HPC News

Exascale in motion on earthquake risks

October 12, 2017

Assessing large magnitude (greater than 6 on the Richter scale) earthquake hazards on a regional (up to 100 kilometers) scale takes big machines. To resolve the frequencies important to engineering analysis of the built environment (up to 10 Hz or higher), numerical simulations of earthquake motions must be done on today's most powerful computers.

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A quicker picker upper? Lab researchers eye papermaking improvements through HPC

October 4, 2017

Paper-making research, performed for an HPC4Manufacturing (HPC4Mfg) project with the papermaking giant, Proctor and Gamble, resulted in the largest multi-scale model of paper products to date, simulating thousands of fibers in ParaDyn with resolution down to the micron scale.

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Transforming electrical grid resiliency with distributed energy resources

September 28, 2017

Normally, in a large-scale emergency, distributed energy resources (DERs) -- such as the energy produced by solar panels at customers' homes -- are shut off to protect the greater electrical grid. But a new project headed by Lawrence Livermore National Laboratory (LLNL) aims to utilize these resources for restoration and recovery operations, boosting the grid's ability to bounce back from a blackout or cascading outage, and potentially reducing customer reconnection time to a matter of hours.

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Metamaterials: Using Supercomputers to Mold Electromagnetics

July 24, 2017

Sandia researchers modeled the electromagnetics of complex systems on two DOE supercomputers that can solve tens of millions of problems in hours: Trinity (LANL) and Sequoia (LLNL). This research has led to impressive advances in metamaterials research that will boost the substances’ flexibility, efficiency, adaptability and other properties.

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DOE's HPC4Mfg seeks industry proposals to advance energy tech

June 12, 2017

The U.S. Department of Energy's High Performance Computing for Manufacturing Program, designed to spur the use of national lab supercomputing resources and expertise to advance innovation in energy efficient manufacturing, is seeking a new round of proposals from industry to compete for $3 million.

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Accelerating Simulation Software with Graphics Processing Units

May 8, 2017

To address the challenges of transitioning to the next generation of high performance computing (HPC), Livermore is bringing together designers of hardware, software, and applications to rethink and redesign their HPC elements and interactions for the exascale era (i.e., systems capable of a billion billion floating point operations per second or 1018 flops).

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Preparing for Sierra, LLNL's next state-of-the-art supercomputer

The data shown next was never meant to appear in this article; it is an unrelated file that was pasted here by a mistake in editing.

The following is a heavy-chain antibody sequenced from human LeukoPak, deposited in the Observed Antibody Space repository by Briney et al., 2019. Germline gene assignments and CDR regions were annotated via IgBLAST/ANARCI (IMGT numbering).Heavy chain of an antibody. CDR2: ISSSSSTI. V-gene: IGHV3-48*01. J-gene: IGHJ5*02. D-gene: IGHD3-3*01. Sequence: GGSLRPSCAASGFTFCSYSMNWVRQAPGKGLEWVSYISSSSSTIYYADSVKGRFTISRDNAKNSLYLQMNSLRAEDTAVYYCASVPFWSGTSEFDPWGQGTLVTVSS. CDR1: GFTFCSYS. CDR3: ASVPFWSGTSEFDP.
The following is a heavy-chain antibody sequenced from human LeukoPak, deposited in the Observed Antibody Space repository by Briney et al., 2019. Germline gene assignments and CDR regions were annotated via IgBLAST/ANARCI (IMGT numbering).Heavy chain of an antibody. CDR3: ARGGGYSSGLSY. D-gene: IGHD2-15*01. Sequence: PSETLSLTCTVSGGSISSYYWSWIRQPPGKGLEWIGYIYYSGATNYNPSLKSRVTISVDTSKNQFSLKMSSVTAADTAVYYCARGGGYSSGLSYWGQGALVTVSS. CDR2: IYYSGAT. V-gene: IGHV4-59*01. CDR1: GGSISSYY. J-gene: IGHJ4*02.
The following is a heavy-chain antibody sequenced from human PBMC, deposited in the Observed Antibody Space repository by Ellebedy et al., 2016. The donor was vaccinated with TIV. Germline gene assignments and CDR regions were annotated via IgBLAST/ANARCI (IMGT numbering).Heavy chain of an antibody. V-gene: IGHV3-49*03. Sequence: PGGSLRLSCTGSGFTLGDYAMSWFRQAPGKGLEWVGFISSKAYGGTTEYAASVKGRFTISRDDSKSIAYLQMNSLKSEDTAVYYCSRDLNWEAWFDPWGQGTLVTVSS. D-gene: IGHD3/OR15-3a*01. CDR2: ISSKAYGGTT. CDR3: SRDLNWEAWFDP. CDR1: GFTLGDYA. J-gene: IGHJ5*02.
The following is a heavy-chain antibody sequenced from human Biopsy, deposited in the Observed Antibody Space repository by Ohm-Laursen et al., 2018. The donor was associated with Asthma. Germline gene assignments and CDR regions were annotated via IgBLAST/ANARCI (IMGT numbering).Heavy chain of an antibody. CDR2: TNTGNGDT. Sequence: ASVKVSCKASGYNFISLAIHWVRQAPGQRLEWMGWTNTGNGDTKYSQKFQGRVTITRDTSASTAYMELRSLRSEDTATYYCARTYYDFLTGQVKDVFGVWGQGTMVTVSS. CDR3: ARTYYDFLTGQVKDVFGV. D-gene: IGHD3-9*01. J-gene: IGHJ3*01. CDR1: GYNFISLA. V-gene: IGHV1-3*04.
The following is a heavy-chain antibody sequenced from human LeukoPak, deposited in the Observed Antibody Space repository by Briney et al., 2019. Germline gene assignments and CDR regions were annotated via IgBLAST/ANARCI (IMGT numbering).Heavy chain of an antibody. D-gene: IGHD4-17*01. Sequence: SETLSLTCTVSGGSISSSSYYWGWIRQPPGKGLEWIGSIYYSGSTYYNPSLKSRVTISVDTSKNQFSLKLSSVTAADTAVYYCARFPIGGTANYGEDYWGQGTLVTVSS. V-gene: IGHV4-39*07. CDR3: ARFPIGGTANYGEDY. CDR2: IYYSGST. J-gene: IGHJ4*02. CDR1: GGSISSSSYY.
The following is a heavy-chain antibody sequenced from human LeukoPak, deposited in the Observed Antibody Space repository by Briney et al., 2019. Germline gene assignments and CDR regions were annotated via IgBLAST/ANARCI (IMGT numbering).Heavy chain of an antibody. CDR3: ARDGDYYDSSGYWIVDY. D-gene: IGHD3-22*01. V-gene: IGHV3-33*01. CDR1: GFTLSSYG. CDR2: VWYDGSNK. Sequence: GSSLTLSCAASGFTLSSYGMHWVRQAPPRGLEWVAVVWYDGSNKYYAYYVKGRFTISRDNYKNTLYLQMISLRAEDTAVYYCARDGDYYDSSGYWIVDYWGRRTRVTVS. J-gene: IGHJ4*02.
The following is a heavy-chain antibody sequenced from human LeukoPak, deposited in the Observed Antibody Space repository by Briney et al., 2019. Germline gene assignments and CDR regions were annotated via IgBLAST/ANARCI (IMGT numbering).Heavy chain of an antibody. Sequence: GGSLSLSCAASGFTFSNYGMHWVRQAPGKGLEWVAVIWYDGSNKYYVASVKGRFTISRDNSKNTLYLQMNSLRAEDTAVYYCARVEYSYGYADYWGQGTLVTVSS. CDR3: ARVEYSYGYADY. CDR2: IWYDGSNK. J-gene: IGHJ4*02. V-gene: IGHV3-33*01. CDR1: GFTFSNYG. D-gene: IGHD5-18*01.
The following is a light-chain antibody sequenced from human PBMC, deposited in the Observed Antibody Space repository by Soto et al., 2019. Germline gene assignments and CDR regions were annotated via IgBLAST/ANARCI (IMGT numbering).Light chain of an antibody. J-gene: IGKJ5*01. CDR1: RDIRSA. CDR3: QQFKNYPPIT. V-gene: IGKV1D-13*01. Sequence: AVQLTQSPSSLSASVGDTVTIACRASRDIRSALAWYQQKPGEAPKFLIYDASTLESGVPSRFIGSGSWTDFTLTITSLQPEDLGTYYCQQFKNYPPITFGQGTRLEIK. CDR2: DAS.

April 21, 2017

In late 2017, IBM will begin delivery of Sierra, the latest in a series of leading-edge Advanced Simulation and Computing (ASC) Program supercomputers. Delivering peak speeds of up to 150 petaflops (1015 floating-point operations per second), Sierra is projected to provide at least four to six times the performance of Sequoia, Livermore’s current flagship supercomputer. To run efficiently on Sierra, applications must be modified to achieve a level of task division and coordination well beyond what previous systems demanded.

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Computational innovation boosts manufacturing

January 16, 2017

The DOE's High Performance Computing for Manufacturing (HPC4Mfg) Program aims to advance clean-energy technologies, increase the efficiency of manufacturing processes, accelerate innovation, reduce the time it takes to bring new technologies to market, and improve the quality of products. The program unites the world-class high-performance computing (HPC) resources and expertise of Lawrence Livermore and other national laboratories with U.S. manufacturers to deliver solutions that could revolutionize the manufacturing industry.

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Two LLNL CTS-1 cluster systems named to TOP100 supercomputer list

December 12, 2016

Two Penguin Computing systems installed at Lawrence Livermore National Laboratory, Quartz and Jade, were ranked 41st and 42nd on the TOP100 list of the world's fastest supercomputers. The announcement came during the SC16 supercomputing conference, held November 13–18, 2016, in Salt Lake City, Utah. The systems were procured under NNSA’s Tri-Laboratory Commodity Technology Systems program, or CTS-1, to bolster computing for national security at Los Alamos, Sandia, and Lawrence Livermore national laboratories.

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High-Performance Computing Takes Aim at Cancer

November 23, 2016

A historic partnership between the Department of Energy (DOE) and the National Cancer Institute (NCI) is applying the formidable computing resources at Livermore and other DOE national laboratories to advance cancer research and treatment. The effort will help researchers and physicians better understand the complexity of cancer, choose the best treatment options for every patient, and reveal possible patterns hidden in vast patient and experimental data sets.